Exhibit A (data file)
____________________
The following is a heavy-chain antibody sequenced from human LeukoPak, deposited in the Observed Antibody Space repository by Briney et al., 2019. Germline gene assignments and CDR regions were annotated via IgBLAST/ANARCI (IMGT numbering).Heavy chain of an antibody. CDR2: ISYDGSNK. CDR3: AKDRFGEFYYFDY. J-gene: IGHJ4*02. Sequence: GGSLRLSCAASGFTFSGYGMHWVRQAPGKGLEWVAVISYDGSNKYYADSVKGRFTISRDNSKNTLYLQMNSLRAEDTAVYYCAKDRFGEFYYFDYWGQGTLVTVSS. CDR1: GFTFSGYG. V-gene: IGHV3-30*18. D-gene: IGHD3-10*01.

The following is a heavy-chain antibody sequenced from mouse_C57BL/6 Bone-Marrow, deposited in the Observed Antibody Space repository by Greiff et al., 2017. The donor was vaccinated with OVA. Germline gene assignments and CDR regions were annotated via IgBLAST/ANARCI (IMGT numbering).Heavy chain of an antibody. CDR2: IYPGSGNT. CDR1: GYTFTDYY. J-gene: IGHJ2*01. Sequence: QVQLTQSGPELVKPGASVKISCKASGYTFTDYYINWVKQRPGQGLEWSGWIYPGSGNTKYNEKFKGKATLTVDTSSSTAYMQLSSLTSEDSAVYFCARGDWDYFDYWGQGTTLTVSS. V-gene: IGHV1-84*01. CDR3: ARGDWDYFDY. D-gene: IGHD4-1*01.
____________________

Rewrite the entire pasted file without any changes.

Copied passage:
The following is a heavy-chain antibody sequenced from human LeukoPak, deposited in the Observed Antibody Space repository by Briney et al., 2019. Germline gene assignments and CDR regions were annotated via IgBLAST/ANARCI (IMGT numbering).Heavy chain of an antibody. CDR2: ISYDGSNK. CDR3: AKDRFGEFYYFDY. J-gene: IGHJ4*02. Sequence: GGSLRLSCAASGFTFSGYGMHWVRQAPGKGLEWVAVISYDGSNKYYADSVKGRFTISRDNSKNTLYLQMNSLRAEDTAVYYCAKDRFGEFYYFDYWGQGTLVTVSS. CDR1: GFTFSGYG. V-gene: IGHV3-30*18. D-gene: IGHD3-10*01.

The following is a heavy-chain antibody sequenced from mouse_C57BL/6 Bone-Marrow, deposited in the Observed Antibody Space repository by Greiff et al., 2017. The donor was vaccinated with OVA. Germline gene assignments and CDR regions were annotated via IgBLAST/ANARCI (IMGT numbering).Heavy chain of an antibody. CDR2: IYPGSGNT. CDR1: GYTFTDYY. J-gene: IGHJ2*01. Sequence: QVQLTQSGPELVKPGASVKISCKASGYTFTDYYINWVKQRPGQGLEWSGWIYPGSGNTKYNEKFKGKATLTVDTSSSTAYMQLSSLTSEDSAVYFCARGDWDYFDYWGQGTTLTVSS. V-gene: IGHV1-84*01. CDR3: ARGDWDYFDY. D-gene: IGHD4-1*01.